The word “lush” can be defined as growing luxuriantly, or as very rich and providing great sensory pleasure. Maryland-based singer-songwriter Lauren Glick’s modern, downhome blues album by the same name can also be defined as both.
Glick understands today’s demands that affect us as a nation, from pandemic-induced anxiety to needing a hard reset. LUSH also encompasses personal losses “with messages linked to growth from these unfortunate happenings,” she explains to me. “While doing this record I did not even realize all the songs were about some sort of growth until my son mentioned it after the title LUSH was chosen.”
Glick’s vocals gleam and glow, and with the assistance of her band she bridges the homespun blues with the refined, the lush with the straightforward. “I’m pretty happy with how this CD turned out; it’s now being played locally and nationally on a variety of radio stations! The band playing on this record is more of a recording project band, which made the songs sound tight with a fresh new sound.”
She has been picking up the pieces over the course of her career, with three releases preceding LUSH. Eternity was dedicated to her mother after she committed suicide when Glick was only 19. Love Tangles followed, and then Martinis in Heaven was made with the late Mike Armstrong, her musical partner/writer of 23 years who passed away in 2016. She started to learn new material for the crowds in and around Ocean City, Maryland, also playing keyboards and bass.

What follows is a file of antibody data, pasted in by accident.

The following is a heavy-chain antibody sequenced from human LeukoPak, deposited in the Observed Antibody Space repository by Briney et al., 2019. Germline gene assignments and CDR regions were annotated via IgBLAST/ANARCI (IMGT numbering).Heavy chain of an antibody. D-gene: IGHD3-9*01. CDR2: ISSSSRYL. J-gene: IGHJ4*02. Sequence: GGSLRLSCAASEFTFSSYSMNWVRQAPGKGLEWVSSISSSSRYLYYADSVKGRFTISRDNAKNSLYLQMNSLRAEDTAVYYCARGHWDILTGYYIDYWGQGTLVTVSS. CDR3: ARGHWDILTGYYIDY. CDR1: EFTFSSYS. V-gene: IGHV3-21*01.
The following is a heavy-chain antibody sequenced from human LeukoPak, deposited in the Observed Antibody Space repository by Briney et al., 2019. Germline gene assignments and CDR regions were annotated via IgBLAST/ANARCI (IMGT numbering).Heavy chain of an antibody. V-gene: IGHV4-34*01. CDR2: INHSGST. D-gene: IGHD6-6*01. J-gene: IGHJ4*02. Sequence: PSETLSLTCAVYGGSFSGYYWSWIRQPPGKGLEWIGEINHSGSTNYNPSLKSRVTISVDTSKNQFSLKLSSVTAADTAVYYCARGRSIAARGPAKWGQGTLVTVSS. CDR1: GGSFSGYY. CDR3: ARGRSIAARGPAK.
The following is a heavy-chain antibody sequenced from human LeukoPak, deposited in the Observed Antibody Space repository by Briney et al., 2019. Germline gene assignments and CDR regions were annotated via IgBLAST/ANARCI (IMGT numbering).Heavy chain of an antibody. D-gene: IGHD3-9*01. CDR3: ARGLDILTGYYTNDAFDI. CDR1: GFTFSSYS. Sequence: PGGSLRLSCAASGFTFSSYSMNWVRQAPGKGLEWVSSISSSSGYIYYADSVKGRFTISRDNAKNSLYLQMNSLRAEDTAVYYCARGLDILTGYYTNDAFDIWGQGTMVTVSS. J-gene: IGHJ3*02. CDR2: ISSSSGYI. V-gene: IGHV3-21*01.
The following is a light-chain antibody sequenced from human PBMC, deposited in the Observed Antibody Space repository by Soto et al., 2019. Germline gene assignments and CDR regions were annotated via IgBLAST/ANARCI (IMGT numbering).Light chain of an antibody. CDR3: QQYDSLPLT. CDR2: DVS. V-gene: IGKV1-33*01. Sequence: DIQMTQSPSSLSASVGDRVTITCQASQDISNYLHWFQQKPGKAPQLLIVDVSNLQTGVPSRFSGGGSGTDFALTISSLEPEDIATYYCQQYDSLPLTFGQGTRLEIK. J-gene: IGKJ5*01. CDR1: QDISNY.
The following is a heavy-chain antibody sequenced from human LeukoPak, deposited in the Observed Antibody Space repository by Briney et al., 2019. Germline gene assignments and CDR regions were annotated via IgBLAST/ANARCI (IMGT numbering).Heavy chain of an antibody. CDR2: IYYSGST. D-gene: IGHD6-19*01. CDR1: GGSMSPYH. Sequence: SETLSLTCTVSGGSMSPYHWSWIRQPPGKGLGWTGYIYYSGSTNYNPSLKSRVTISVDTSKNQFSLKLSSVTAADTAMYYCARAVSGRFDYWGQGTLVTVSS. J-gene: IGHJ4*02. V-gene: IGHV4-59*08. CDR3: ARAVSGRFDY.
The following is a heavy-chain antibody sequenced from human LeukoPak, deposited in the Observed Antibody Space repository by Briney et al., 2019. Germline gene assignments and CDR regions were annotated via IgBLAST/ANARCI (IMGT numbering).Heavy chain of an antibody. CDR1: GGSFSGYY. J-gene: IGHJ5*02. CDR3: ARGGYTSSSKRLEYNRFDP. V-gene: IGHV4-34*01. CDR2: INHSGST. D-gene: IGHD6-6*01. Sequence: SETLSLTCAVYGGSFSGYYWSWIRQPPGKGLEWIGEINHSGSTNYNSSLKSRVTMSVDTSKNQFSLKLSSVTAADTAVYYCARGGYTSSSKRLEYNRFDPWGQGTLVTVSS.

Last year’s EP Free found her operating on more of a blues-soul level, sometimes with a dash of rock and roll, which has carried over to this latest release. “I feel I have experimented with all types of music but landed in my comfort this past year with the soulful sound that I do live shows with.”
Known as the “Janis Joplin of the beach,” she has some unlikely broad, multi-genre influences – chief among them fellow singer-songwriter/guitarist/bassist Aimee Mann, who inspired her to study the bass guitar. “I’m a big Janis Joplin fan, although I really did not grow up listening to her. I love her because she sings from the soul, as well as Aretha Franklin, Chaka Khan, Beth Hart, and Susan Tedeschi.”
“I started singing when I was ten and loved to imitate Broadway singers. I loved the show Annie, and then played piano first mostly by ear. I had very limited lessons, but my true love is the bass guitar which I played in college and currently.”
Glick holds a Bachelor of Music degree in Film Scoring from Berklee College of Music and has been teaching voice and piano for over 20 years to ages 5-65. As she says, it’s never too late to start taking lessons. With a strong focus on the art of performance, her classes also offer mic technique, breathing, diction, and battling stage fright. She has students practice in front of peers before they go to the big stage. “Teaching voice has been awesome for I have learned so many styles of songs and I love mentoring my students and listening to the growth in their confidence and range.”
The Ocean City music scene is happening, as Glick puts it; she and her band in particular have diligent frequenters at the various beach bars, happy hour spots, and even bigger festivals. “It’s a 10-mile beach resort and attracts many people from surrounding areas such as PA, DC, and Baltimore. We have a big fan base, and with the release of my new CD LUSH and my new video for ‘Living in Pain,’ we can only go up from there.”